In Pennsylvania, all the railroad tracks are named Beth. Sure, there’s a prosaic reason for that, but why dwell on it? No one wants to hear the real story behind such notorious Pennsylvania toponyms as Intercourse, Jersey Shore, or Hairy John Picnic Area, either. One writer I know got an entire chapter of his memoir out of a visit to Panic and Desire – neighboring hamlets in Jefferson County, Pennsylvania.
We have our own way of doing things. Up through the first few decades of the 20th century, until the state began to enforce an English-only campaign in the public schools, a significant proportion of the rural population spoke a dialect of German – so-called Pennsylvania Dutch. The Amish still do. Some of those old German dairy farmers were so obsessed with cleanliness, they made their barns round so there wouldn’t be any corners to sweep out.
Whether you need your horse shod or your teeth floated, we can redd it up.
We take hunting camps pretty seriously, too. The hunting camp tradition dates back to the Indians – hence, I suppose, the fake-Indian names given to many modern camps. The difference is that the Indians took their entire families out into the woods for a couple months each fall; white hunters have always preferred to do the male bonding thing, playing the Indian as imagined by Daniel Boone.
The capitol building in Harrisburg has a striking green roof – just about the only thing green about the current legislature. These days, politicians pay lip-service to conservation while turning their backs on a rich environmentalist tradition that includes such visionaries as William Bartram, John James Audubon, Rachel Carson, Howard Zahniser, Edward Abbey, and Annie Dillard.
The capitol reminds me of those domes of moss you can find out in the woods. Which is appropriate, really, considering what “Pennsylvania” means in Latin. The region was famous for its forests long before William Penn came on the scene, in fact. As early as 1632, an Englishman named David DeVries, sailing north on the Delaware, claimed that the ground fires set each fall in the forests to the west gave off a distinct, medicinal odor:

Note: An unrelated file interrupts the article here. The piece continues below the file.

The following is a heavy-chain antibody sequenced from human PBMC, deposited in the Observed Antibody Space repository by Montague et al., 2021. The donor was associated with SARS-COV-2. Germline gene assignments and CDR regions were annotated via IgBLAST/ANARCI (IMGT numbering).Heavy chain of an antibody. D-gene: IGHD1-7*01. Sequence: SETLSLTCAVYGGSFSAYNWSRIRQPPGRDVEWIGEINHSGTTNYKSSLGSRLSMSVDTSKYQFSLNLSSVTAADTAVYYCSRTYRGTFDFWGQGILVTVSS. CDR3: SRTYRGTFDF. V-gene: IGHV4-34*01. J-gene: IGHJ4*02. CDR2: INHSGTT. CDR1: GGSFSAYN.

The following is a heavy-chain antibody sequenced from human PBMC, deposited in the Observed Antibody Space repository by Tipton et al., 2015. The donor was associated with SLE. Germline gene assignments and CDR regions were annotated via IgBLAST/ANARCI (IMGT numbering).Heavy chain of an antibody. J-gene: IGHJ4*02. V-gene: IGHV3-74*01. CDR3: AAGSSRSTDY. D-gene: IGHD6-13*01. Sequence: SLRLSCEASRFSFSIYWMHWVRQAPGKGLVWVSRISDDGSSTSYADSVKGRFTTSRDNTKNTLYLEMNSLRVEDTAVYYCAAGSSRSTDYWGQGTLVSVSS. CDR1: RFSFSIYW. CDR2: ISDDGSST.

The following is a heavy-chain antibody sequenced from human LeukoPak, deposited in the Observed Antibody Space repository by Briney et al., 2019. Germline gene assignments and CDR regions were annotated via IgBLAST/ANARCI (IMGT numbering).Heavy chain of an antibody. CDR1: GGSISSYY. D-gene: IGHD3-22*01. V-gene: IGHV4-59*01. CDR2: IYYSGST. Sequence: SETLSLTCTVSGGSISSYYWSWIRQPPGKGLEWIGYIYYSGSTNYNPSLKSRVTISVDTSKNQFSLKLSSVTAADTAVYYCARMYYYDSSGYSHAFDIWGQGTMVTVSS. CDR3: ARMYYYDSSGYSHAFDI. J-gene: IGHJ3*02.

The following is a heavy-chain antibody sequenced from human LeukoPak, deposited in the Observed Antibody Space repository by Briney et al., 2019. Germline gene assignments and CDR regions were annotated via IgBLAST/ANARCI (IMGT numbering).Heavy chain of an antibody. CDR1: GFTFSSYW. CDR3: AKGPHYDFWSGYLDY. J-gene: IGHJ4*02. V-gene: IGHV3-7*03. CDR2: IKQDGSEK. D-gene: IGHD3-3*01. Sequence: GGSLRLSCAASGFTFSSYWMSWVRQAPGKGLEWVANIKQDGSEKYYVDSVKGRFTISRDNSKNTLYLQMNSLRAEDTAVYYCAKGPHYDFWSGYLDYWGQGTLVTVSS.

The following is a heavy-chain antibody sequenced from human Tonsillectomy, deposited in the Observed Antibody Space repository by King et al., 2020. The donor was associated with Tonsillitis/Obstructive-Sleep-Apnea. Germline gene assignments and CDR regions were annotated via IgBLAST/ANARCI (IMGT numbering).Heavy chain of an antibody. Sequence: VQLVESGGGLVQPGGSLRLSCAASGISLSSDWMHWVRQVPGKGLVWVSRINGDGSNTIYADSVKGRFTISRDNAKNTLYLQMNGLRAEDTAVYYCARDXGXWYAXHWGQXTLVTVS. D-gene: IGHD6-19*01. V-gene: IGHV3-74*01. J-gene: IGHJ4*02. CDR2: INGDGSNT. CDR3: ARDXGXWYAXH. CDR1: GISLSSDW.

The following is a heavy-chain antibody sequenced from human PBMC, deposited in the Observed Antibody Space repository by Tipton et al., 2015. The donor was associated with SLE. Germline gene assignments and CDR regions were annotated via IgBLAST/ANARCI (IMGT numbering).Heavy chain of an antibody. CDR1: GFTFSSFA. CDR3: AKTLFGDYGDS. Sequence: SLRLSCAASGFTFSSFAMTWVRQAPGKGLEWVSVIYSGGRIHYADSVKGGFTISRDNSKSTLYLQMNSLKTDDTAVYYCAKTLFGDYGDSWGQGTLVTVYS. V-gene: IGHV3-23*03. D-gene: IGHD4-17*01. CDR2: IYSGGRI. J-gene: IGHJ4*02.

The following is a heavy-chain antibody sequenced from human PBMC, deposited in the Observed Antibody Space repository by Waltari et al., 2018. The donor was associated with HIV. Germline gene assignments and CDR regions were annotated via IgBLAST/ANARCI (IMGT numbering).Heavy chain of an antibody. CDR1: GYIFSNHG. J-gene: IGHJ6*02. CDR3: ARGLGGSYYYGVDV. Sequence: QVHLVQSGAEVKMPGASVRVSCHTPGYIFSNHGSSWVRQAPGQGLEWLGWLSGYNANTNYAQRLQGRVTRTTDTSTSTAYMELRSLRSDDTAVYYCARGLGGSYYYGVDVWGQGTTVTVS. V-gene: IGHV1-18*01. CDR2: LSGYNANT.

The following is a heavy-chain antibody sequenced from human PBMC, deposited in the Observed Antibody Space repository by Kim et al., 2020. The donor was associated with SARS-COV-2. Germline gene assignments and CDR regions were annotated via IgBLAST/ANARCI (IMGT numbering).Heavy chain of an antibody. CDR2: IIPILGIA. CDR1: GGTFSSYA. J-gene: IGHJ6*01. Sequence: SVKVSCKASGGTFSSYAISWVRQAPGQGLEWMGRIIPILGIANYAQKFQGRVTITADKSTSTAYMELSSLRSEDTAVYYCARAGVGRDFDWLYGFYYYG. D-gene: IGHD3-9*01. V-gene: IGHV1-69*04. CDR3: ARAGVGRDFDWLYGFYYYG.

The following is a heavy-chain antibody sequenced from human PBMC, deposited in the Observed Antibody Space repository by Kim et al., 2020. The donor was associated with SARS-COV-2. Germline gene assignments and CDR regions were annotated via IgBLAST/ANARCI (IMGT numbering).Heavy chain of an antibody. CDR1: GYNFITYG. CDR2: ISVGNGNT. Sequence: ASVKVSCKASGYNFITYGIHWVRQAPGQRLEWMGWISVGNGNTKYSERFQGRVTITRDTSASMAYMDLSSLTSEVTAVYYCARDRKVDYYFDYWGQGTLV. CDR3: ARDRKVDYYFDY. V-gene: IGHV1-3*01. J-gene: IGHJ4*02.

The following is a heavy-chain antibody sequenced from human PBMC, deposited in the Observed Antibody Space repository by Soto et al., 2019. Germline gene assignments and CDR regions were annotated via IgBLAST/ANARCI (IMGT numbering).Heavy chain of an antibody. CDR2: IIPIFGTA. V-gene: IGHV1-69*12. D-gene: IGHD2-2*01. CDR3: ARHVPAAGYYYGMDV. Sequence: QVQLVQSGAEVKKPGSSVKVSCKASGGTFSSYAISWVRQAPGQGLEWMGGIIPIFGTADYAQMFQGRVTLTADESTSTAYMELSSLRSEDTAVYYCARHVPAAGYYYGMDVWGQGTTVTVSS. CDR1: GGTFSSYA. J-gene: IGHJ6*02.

The 2d, threw the lead in fourteen fathoms, sandy bottom, and smelt the land, which gave off a sweet perfume, as the wind comes from the northwest, which blew off the land, and caused these sweet odors. This comes from the Indians setting fire, at this time of year, to the woods and thickets, in order to hunt; and the land is full of sweet-smelling herbs, as sassafras, which has a sweet smell. When the wind blows out of the northwest, and the smoke is driven to the sea, it happens that the land is smelled before it is seen.
(A.C. Myers, ed., Narratives of Early Pennsylvania, West New Jersey and Delaware, 1630-1707, Charles Scribner’s Sons, 1912)
These arborglyphs were made by insects, but up through the early 19th century, arborglyphs made by Native Americans, as well as by some groups of Europeans, were a common sight. The Pennsylvania German Romany people known as Shekener, though prone to use dead trees as signboards, brought with them the old European reverence for such species as ash, beech and oak. According to the folklorist Henry Shoemaker,
They venerated, if not worshipped, trees and resented their being cut down and mutilated. They only burned dead wood, or the wood from fallen trees. They would not cut a green tree except a pine under any circumstances.
Of course, even fallen trees can sometimes seem to possess an active intelligence. I took these shots yesterday on my way back from Harrisburg, in the state forest named for the founding father of Pennsylvania’s 2.1 million-acre state forest system, Joseph Trimble Rothrock.
Central Pennsylvania is world-famous for its brook trout. Two U.S. presidents – Dwight D. Eisenhower and Jimmy Carter – were in the habit of helicoptering in for a weekend of trout fishing. Personally, I don’t understand the catch-and-release concept, but fly fishermen seem mostly harmless, and they tend to be staunch conservationists. If you want to tie flies that really speak to the fish, you have to learn what they like. And what they like is wilderness. The brook trout is a fish with extremely limited tolerance for roads, construction or clearcutting in the watershed – anything that might raise the water temperature a couple of degrees, or contribute more than a smidgen of silt. Jimmy Carter learned the lesson well: he signed laws setting aside more land as wilderness than any other president, and has continued his activism to the present, advocating the creation of an Arctic National Monument in place of the beleaguered wildlife refuge.
Trout streams tend to have names like Standing Stone Creek, and if you stand still as a stone and listen, pretty soon you’ll swear they’re trying to talk to you: a strange mix of whispers, maybe something in Romany, or Shawnee. What would it take to become fluent, I wonder? Given a course of total immersion, might I learn at least some form of glossalalia?